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Hedge (finance)

What Does Hedge Mean?


Making an investment to reduce the risk of adverse price movements in an asset.
Normally, a hedge consists of taking an offsetting position in a related security, such as a
futures contract.

Hedging is the practice of taking a position in one market to offset and balance against
the risk adopted by assuming a position in a contrary or opposing market.The word hedge
is from Old English hecg, originally any fence, living or artificial. The use of the word as
a verb in the sense of "dodge, evade" is first recorded 1590s; that of insure oneself
against loss, as in a bet, is from 1670s. As a finance vehicle you divide your money as
with a fence, and bet some of it on opposite moves of the market so that if the undesirable
result occurs, then you minimize your loss. .

Hedging a stock price

A stock trader believes that the stock price of Company A will rise over the next month,
due to the company's new and efficient method of producing widgets. He wants to buy
Company A shares to profit from their expected price increase. But Company A is part of
the highly volatile widget industry. If the trader simply bought the shares based on his
belief that the Company A shares were underpriced, the trade would be a speculation.

Since the trader is interested in the company, rather than the industry, he wants to hedge
out the industry risk by short selling an equal value (number of shares × price) of the
shares of Company A's direct competitor, Company B.

The first day the trader's portfolio is:

• Long 1,000 shares of Company A at $1 each


• Short 500 shares of Company B at $2 each

(Notice that the trader has sold short the same value of shares)

If the trader was able to short sell an asset whose price had a mathematically defined
relation with Company A's stock price (for example a call option on Company A shares),
the trade might be essentially riskless. But in this case, the risk is lessened but not
removed.

On the second day, a favorable news story about the widgets industry is published and the
value of all widgets stock goes up. Company A, however, because it is a stronger
company, increases by 10%, while Company B increases by just 5%:

• Long 1,000 shares of Company A at $1.10 each: $100 gain


• Short 500 shares of Company B at $2.10 each: $50 loss

(In a short position, the investor loses money when the price goes up.)

The trader might regret the hedge on day two, since it reduced the profits on the
Company A position. But on the third day, an unfavorable news story is published about
the health effects of widgets, and all widgets stocks crash: 50% is wiped off the value of
the widgets industry in the course of a few hours. Nevertheless, since Company A is the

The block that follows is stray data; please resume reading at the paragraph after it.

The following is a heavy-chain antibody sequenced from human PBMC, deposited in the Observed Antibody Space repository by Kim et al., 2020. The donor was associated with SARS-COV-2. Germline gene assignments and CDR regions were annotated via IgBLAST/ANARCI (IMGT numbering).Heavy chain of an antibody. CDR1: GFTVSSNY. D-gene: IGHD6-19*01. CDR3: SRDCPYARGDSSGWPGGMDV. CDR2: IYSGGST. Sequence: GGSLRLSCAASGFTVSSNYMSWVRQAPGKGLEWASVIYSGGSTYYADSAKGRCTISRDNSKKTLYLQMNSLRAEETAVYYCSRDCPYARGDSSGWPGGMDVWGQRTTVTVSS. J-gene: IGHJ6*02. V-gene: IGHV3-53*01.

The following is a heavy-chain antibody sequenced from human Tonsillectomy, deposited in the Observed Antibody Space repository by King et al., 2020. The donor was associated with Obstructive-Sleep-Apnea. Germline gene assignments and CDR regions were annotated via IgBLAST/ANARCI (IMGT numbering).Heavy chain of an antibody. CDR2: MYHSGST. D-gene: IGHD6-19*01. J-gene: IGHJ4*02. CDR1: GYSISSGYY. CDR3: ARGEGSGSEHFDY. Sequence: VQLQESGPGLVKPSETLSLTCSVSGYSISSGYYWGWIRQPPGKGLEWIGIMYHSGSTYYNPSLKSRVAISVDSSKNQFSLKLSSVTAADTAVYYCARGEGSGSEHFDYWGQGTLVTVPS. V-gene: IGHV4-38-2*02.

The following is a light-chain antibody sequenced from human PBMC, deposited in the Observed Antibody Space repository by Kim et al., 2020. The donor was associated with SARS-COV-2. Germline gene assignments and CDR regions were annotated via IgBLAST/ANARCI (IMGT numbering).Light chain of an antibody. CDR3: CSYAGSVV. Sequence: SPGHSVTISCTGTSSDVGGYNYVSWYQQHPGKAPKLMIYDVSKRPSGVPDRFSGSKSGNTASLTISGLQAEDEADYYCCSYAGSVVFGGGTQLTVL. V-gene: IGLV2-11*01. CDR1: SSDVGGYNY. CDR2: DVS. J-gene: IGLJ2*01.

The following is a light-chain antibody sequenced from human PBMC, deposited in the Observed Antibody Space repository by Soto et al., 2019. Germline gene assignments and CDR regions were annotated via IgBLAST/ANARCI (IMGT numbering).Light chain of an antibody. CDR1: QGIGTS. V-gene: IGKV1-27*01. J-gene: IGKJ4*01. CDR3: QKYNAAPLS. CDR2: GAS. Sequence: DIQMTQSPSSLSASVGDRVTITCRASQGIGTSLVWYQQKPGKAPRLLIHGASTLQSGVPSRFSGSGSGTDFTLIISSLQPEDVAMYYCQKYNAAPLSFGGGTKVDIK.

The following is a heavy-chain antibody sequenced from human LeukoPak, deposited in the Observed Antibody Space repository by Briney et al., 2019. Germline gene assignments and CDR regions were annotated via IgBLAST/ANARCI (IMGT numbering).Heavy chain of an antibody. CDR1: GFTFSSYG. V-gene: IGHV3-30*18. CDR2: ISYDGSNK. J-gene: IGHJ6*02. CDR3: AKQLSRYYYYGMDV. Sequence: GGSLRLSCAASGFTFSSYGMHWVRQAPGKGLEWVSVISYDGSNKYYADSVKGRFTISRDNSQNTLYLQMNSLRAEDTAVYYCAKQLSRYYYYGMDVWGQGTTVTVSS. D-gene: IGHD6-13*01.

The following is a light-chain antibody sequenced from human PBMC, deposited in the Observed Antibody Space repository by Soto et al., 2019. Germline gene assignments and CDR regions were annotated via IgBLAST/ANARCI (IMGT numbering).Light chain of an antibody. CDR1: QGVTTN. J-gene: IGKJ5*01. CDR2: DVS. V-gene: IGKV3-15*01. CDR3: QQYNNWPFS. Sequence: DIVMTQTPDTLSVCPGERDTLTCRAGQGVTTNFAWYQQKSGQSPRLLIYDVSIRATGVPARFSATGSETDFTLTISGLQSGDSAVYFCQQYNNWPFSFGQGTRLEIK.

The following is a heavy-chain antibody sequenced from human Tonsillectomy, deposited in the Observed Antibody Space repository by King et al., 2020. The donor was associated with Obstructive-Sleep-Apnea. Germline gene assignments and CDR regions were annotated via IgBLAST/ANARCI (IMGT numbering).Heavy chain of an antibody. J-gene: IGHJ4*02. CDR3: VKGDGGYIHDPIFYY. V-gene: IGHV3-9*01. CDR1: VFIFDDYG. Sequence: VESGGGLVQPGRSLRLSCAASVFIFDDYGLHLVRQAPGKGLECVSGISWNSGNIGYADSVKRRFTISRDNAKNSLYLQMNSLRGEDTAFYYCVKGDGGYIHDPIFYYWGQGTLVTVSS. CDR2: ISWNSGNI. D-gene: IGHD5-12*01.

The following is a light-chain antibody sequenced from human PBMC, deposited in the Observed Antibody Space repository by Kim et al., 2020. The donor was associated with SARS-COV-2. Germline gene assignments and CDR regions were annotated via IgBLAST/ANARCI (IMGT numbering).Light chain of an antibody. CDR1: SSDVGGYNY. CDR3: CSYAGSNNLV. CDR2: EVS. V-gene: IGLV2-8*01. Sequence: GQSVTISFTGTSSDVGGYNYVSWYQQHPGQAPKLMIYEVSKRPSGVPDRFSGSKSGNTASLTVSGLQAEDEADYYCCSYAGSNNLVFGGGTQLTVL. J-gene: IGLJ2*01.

better company, it suffers less than Company B:

Value of long position (Company A):

• Day 1: $1,000
• Day 2: $1,100
• Day 3: $550 => ($1,000 − $550) = $450 loss

Value of short position (Company B):

• Day 1: −$1,000
• Day 2: −$1,050
• Day 3: −$525 => ($1,000 − $525) = $475 profit

Without the hedge, the trader would have lost $450 (or $900 if the trader took the $1,000
he has used in short selling Company B's shares to buy Company A's shares as well). But
the hedge – the short sale of Company B – gives a profit of $475, for a net profit of $25
during a dramatic market collapse.

What is the difference between hedging and speculation?

Hedging involves taking an offsetting position in a derivative in order to balance any


gains and losses to the underlying asset. Hedging attempts to eliminate the volatility
associated with the price of an asset by taking offsetting positions contrary to what the
investor currently has. The main purpose of speculation, on the other hand, is to
profit from betting on the direction in which an asset will be moving.

Hedgers reduce their risk by taking an opposite position in the market to what they are
trying to hedge. The ideal situation in hedging would be to cause one effect to cancel
out another. For example, assume that a company specializes in producing jewelry and it
has a major contract due in six months, for which gold is one of the company's main
inputs. The company is worried about the volatility of the gold market and believes that
gold prices may increase substantially in the near future. In order to protect itself from
this uncertainty, the company could buy a six-month futures contract in gold. This way, if
gold experiences a 10% price increase, the futures contract will lock in a price that will
offset this gain. As you can see, although hedgers are protected from any losses, they are
also restricted from any gains. Depending on a company's policies and the type of
business it runs, it may choose to hedge against certain business operations to reduce
fluctuations in its profit and protect itself from any downside risk.

Speculators make bets or guesses on where they believe the market is headed. For
example, if a speculator believes that a stock is overpriced, he or she may short sell the
stock and wait for the price of the stock to decline, at which point he or she will buy back